Problem Statement/Problem setup
We were instructed to search websites that give information about the history of
numeration. We chose five interesting pieces of information to bring back to the
group. One of the things I found concerned perfect numbers. In the information
along with Euclid, and Plato, there was a paragraph that read as follows: 4
perfect numbers from ancient times are: 6, 28, 496, 8128.
There is no record of these discoveries.
Plans to Solve/Investigation/Exploration of the Problem
The class wanted to figure out why
these numbers are "perfect numbers." So, everyone began adding, multiplying,
etc. to try and find a pattern or patterns. After a few minutes of deliberation,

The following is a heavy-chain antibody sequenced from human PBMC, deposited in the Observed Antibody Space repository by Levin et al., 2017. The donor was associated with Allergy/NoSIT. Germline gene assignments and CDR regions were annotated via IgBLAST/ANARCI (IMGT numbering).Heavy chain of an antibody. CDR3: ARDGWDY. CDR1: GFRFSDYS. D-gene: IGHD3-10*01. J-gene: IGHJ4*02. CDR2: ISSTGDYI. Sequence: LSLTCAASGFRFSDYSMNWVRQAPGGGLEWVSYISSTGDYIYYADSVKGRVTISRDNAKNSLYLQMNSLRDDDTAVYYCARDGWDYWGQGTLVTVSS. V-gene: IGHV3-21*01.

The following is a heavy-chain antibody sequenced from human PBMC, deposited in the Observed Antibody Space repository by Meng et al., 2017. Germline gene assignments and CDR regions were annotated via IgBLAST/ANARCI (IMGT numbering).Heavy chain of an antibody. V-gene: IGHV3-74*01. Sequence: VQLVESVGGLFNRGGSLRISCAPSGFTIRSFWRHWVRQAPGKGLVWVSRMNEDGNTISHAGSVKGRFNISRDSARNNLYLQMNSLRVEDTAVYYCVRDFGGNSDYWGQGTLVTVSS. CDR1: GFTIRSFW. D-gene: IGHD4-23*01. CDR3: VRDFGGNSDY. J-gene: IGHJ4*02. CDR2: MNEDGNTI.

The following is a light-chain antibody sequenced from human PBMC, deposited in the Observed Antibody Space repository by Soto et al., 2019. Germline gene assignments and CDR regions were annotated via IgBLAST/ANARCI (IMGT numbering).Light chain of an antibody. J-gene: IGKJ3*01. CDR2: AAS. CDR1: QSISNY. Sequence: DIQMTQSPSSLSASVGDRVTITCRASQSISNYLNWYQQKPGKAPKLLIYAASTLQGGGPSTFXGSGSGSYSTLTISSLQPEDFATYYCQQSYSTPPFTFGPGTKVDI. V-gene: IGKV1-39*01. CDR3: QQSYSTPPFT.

the group figured it out with the guidance of our instructor. The group finally
discovered that "perfect numbers" must be numbers where the proper factors (all
factors of a number except the number itself) add up to the number. Our
instructor put us on the right track when she told us that she figured out that
for the 6, the three numbers 1, 2 and 3 are the proper factors of 6. She then
figured this concept into all of the other perfect numbers. Otherwise we would
all still be trying to understand why these are called "perfect numbers!"
Extensions of the Problem
Extensions of this problem could be
looking into what abundant numbers, deficient numbers and other types of numbers
are. We discussed these as a class. I find this to be a fascinating concept. I
wonder if there are connections elsewhere, e.g., in nature, to these "perfect
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